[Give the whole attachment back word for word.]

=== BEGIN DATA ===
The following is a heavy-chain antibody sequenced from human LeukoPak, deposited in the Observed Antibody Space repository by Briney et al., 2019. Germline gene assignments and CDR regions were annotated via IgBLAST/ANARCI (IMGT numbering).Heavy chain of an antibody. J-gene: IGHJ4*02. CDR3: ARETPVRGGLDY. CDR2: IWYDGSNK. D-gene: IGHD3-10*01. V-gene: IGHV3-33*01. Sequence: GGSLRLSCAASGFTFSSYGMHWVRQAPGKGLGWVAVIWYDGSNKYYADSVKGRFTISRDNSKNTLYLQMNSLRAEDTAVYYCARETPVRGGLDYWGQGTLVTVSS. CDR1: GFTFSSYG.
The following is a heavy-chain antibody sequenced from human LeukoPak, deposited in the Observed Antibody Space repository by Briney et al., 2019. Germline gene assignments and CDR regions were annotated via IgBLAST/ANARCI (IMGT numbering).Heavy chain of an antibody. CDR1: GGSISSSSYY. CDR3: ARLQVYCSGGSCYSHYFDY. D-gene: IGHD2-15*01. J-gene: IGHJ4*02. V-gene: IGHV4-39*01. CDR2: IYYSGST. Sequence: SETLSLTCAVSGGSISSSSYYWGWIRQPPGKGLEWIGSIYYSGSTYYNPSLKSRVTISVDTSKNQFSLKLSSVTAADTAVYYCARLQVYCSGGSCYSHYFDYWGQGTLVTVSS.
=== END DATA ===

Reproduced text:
The following is a heavy-chain antibody sequenced from human LeukoPak, deposited in the Observed Antibody Space repository by Briney et al., 2019. Germline gene assignments and CDR regions were annotated via IgBLAST/ANARCI (IMGT numbering).Heavy chain of an antibody. J-gene: IGHJ4*02. CDR3: ARETPVRGGLDY. CDR2: IWYDGSNK. D-gene: IGHD3-10*01. V-gene: IGHV3-33*01. Sequence: GGSLRLSCAASGFTFSSYGMHWVRQAPGKGLGWVAVIWYDGSNKYYADSVKGRFTISRDNSKNTLYLQMNSLRAEDTAVYYCARETPVRGGLDYWGQGTLVTVSS. CDR1: GFTFSSYG.
The following is a heavy-chain antibody sequenced from human LeukoPak, deposited in the Observed Antibody Space repository by Briney et al., 2019. Germline gene assignments and CDR regions were annotated via IgBLAST/ANARCI (IMGT numbering).Heavy chain of an antibody. CDR1: GGSISSSSYY. CDR3: ARLQVYCSGGSCYSHYFDY. D-gene: IGHD2-15*01. J-gene: IGHJ4*02. V-gene: IGHV4-39*01. CDR2: IYYSGST. Sequence: SETLSLTCAVSGGSISSSSYYWGWIRQPPGKGLEWIGSIYYSGSTYYNPSLKSRVTISVDTSKNQFSLKLSSVTAADTAVYYCARLQVYCSGGSCYSHYFDYWGQGTLVTVSS.